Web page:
College sexual assaults highest in the fall
Students are back on college campuses, classes have started and parties are in full swing. This is a time where many wonderful memories are made and great friendships are formed, but it can also be an incredibly dangerous place for female students.
Fifty-three percent of sexual assault cases reported to the Oklahoma State University Police were during the months of August and September. Campuses all over the nation have seen an uptick of sexual assaults at the start of the school year.
In 2013, 85 percent of sexual assaults at the University of Georgia occurred before Thanksgiving break. The time from the start of school until Thanksgiving break is often known as “The Red Zone”due to the increase in sexual assault reports. Studies have also found first-year students to be especially vulnerable during the first six weeks of school.
To educate women about safety, the National Panhellenic Council, a national organization which includes 26 national sororities, has launched a social media campaign using #TheRedZone. Along with local sorority chapters, the group is sharing statistics on sexual assault, as well as safety tips.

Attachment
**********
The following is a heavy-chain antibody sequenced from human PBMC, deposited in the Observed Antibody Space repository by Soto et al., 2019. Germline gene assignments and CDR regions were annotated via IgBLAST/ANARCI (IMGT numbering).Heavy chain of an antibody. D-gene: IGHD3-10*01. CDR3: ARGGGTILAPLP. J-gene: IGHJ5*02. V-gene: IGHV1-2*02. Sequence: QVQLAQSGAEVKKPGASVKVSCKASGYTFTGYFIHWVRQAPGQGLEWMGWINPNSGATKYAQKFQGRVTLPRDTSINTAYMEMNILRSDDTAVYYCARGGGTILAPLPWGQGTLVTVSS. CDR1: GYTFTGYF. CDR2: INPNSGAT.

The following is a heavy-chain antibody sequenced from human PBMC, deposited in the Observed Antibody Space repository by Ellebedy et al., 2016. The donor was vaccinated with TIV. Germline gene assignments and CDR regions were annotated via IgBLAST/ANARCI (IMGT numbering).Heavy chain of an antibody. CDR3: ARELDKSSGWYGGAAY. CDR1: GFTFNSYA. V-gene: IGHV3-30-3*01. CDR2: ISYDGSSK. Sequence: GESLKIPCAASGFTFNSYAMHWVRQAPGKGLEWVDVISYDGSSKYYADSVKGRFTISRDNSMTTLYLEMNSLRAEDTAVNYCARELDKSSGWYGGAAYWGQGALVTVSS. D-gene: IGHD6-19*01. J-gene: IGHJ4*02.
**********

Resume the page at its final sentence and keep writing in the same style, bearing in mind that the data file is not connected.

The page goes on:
Sarah Katula, a psychiatric nurse practitioner at Advocate Good Samarian Hospital in Downers Grove, Ill., offers these tips for college girls to help them stay safe:
- Use the buddy system and have girlfriends keep an eye on your whereabouts
- For girls who choose to drink, do so in moderation and do not go home or back to the dorms without a friend that you can trust
- Keep drinks covered and do not leave them unattended
- Parents should remind their male and female children to take care and be responsible for themselves, but also care for their friends, roommates and classmates
“Many college campuses are including safe campus behaviors in orientation and this not only includes taking care of yourself, but also taking care of each other by using the ‘consent’ rule and also not being a bystander,” says Katula. “Both male and female students need to not only be responsible for themselves, but also for their peers.”
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